11/10/2009 05:12 am ET Updated May 25, 2011

The Health Care Debate: Expecting of Ourselves What We Demand From Our Children

This past weekend, like many others in recent years, I spent the majority of my time watching my son's baseball team compete in their latest tournament. All players on the team are, or are about to become, 14 years old.

One of our more emotional players was experiencing some frustration while pitching. Disdain for either the home plate umpire's tight strike zone or the opponent's ability to connect with the ball was clearly visible. To his credit he didn't yell or become verbally abusive, you could simply see it on his face. The young man's father told the manager that he should remove his child from the game for displaying a bad attitude. Dad didn't believe his son should be rewarded with playing time while behaving in what he deemed to be an immature and self-indulgent manner. During a previous game, a player was removed for a similarly minor infraction and the opposing team's manager complimented our team for modeling good sportsmanship by holding the player accountable.

Adults on our team are holding their children accountable by challenging them to express their emotions and desire to win in ways that are respectful of their opponents and that are not immature and self-indulgent in the context of a team sport. Sounds reasonable enough. So if it's good enough for our children, shouldn't we be holding ourselves to the same standard?

Which brings us to the case of Representative Joe Wilson, who shouted at the president in a manner usually reserved for his colleagues during town hall meetings. But this was no town meeting, but was instead a formal gathering of Congress, a joint session convened so that the chief executive could make his case for health care reform. And even though an apology from the congressman followed later in the evening, civility, a commodity already in decline, took a highly visible hit as a result of his outburst. Elders of the party were quick to chastise and denounce this obvious breach in protocol, but I suspect that the damage has already been done. Here is yet another example of adults behaving in ways that would result in punishment if the offender was a child.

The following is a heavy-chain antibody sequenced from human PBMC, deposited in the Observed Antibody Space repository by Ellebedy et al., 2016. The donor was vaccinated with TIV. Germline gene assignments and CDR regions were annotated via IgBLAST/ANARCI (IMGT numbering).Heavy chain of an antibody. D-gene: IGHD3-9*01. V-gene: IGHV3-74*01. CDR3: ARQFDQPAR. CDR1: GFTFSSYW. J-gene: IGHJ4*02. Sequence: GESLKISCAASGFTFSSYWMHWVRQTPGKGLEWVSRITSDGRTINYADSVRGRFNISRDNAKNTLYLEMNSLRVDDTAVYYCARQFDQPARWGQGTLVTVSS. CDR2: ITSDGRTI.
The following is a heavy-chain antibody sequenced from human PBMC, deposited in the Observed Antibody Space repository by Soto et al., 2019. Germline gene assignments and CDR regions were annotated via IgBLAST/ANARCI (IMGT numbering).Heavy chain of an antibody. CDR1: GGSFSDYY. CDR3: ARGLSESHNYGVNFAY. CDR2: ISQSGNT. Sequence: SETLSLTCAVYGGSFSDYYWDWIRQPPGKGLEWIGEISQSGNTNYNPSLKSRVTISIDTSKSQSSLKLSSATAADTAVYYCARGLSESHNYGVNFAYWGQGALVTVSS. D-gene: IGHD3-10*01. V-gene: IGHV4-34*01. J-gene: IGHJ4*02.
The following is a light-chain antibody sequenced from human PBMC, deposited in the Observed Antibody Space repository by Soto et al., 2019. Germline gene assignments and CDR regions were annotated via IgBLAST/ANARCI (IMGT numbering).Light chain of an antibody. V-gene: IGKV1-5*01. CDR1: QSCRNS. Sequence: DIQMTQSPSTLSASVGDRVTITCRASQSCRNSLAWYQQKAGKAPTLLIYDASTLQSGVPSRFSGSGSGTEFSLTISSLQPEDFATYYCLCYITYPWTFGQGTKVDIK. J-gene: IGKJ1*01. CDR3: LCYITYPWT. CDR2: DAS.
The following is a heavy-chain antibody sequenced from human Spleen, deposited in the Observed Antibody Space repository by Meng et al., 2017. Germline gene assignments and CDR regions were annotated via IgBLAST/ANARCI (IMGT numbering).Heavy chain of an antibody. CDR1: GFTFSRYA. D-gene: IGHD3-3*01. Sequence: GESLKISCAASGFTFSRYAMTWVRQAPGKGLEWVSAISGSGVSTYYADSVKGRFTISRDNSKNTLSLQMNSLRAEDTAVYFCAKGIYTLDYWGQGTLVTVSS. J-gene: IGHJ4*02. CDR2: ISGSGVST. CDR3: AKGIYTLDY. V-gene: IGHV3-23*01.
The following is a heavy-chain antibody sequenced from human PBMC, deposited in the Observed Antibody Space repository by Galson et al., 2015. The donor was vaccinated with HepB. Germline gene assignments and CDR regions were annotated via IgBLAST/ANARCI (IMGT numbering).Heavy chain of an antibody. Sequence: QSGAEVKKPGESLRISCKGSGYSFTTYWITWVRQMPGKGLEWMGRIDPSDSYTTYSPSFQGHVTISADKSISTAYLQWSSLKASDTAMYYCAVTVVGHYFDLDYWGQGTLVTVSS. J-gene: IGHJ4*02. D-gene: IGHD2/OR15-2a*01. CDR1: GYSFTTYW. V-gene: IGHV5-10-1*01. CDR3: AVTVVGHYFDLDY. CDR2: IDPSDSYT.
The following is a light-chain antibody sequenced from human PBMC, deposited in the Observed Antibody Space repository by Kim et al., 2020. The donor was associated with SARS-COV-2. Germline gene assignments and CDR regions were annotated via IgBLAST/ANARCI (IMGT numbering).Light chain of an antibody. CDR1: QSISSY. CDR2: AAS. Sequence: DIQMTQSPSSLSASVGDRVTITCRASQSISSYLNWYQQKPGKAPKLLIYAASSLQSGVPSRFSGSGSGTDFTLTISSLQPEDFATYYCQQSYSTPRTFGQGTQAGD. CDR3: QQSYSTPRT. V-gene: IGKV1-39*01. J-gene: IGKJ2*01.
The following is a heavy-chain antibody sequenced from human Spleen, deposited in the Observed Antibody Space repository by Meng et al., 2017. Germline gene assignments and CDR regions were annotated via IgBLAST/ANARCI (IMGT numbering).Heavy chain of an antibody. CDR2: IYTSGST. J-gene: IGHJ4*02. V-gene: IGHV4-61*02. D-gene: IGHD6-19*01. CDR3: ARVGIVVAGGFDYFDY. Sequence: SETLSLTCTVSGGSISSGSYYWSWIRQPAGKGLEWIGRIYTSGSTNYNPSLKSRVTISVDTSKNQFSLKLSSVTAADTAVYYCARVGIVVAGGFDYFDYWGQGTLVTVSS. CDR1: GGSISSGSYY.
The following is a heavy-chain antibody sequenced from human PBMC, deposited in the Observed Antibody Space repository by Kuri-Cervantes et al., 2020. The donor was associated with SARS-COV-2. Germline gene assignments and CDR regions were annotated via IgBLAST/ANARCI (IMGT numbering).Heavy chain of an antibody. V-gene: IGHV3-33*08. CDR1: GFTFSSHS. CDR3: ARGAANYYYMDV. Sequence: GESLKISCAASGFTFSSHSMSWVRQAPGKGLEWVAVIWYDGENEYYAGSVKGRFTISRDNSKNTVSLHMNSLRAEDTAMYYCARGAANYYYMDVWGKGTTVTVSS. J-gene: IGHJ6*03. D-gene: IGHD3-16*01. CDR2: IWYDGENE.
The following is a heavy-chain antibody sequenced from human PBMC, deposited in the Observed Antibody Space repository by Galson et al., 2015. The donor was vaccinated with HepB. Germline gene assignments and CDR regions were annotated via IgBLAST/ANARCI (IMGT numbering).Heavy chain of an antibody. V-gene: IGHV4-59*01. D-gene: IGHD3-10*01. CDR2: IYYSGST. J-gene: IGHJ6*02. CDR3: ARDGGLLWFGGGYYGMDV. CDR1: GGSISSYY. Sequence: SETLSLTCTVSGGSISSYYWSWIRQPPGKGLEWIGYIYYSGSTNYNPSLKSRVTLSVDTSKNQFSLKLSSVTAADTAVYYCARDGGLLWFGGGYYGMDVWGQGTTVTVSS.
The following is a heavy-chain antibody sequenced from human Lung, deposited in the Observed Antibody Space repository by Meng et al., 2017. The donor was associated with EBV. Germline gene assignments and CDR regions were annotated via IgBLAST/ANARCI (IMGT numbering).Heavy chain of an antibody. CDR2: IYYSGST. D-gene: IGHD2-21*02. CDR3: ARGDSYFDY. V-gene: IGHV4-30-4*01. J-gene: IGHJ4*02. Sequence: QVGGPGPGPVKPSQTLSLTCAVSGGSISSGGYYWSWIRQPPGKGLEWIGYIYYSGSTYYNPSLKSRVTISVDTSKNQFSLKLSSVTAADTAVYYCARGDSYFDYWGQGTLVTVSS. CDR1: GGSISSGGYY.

The excuses for immature and self-indulgent behavior in politics and public gatherings such as town meetings are always the same. They involve things like emotions getting the best of us or a lack of ability to control our passions. Our frustration reached the breaking point. The list goes on and on. If this happens in school it results in a student being sent to the principals office and may even lead to a call to parents. If it happens on a ball field it often leads to a seat on the bench or an ejection from the game.

What is the response when it happens in the United States Congress?

There are important challenges to be faced that will require the best efforts of serious and responsible citizens and legislators of all political stripes. Adults must demand the same level of civility and respect from themselves that they demand from their children. And if a baseball game is worthy of maturity and dignity, shouldn't a debate on one of the most complex and important pieces of domestic legislation in our nation's history be given the same consideration?

The president said the time has come to act. It's also time to grow up and to hold ourselves accountable to the expectations we have for others.